There was a Pharisee named Nicodemus, a leader of the Jews. He came to Jesus by night and said to him, "Rabbi, we know that you are a teacher who has come from God; for no one can do these signs that you do apart from the presence of God." Jesus answered him, "Very truly, I tell you, no one can see the kingdom of God without being born from above." Nicodemus said to him, "How can anyone be born after having grown old? Can one enter a second time into the mother's womb and be born?" Jesus answered, "Very truly, I tell you, no one can enter the kingdom of God without being born of water and Spirit. What is born of the flesh is flesh, and what is born of the Spirit is spirit. Do not be astonished that I said to you, 'You must be born from above.' The wind blows where it chooses, and you hear the sound of it, but you do not know where it comes from or where it goes. So it is with everyone who is born of the Spirit."
Nicodemus is an interesting character. He appears three times in John’s Gospel: in chapters 3, 7 and 19. In all three scenes he is hesitating and hanging back, or he is arriving too late. He appears a man of hesitation and half-action, the patron saint of all waverers and half-believers.
In his first appearance he comes to Jesus by night, because he is afraid for his reputation. (today’s reading). He was a leader, so he had to be careful and cover his tracks. Such a careful man finds it hard to hear what Jesus is saying about the Spirit. The Spirit is like the wind, Jesus is saying; “you hear its sound, but you don't know where it comes from or where it is going.” And you, Nicodemus, will be like that if you are born in the Spirit; “it is like that with everyone who is born of the Spirit.” What! - not know where I'm coming from or where I'm going? But I have this compulsion to know precisely that at every turn. Then, Nicodemus, you will never know more than you know now; you cling to what you know, and it clings to you....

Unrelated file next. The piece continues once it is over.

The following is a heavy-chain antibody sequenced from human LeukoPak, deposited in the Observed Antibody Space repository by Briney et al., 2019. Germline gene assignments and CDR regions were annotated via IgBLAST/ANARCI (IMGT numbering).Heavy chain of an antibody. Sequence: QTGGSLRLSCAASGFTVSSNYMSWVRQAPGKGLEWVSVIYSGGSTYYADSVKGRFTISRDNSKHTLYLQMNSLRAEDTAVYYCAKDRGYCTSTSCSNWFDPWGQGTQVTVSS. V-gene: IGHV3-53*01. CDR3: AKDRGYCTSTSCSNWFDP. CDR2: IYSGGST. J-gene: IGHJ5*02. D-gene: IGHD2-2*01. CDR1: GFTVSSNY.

In another of his appearances (chapter 7), instead of making an impassioned plea for Jesus he asks a half-hearted question: “Does our law condemn people without first hearing them...?” And instead of following it up, he leaves it hanging in mid-air. He was among other Pharisees, and a moment earlier the question had been asked (it was more a statement than a question), “Have any of the rulers or the Pharisees believed in him?” The sense of the question was, “Can't you see that no Pharisee believes in him!” In that atmosphere of certainty, Nicodemus’s timid question was totally ineffective.
In his third appearance (chapter 19) he was too late: Jesus was already dead. He brought myrrh and aloes to anoint the dead body. He could relate better to a dead Christ. He was not there at Pentecost. He was watching where he came from and where he was going. John’s gospel plays constantly on the theme or light and darkness. Nicodemus was a creature of the shadows, half-way between light and dark.
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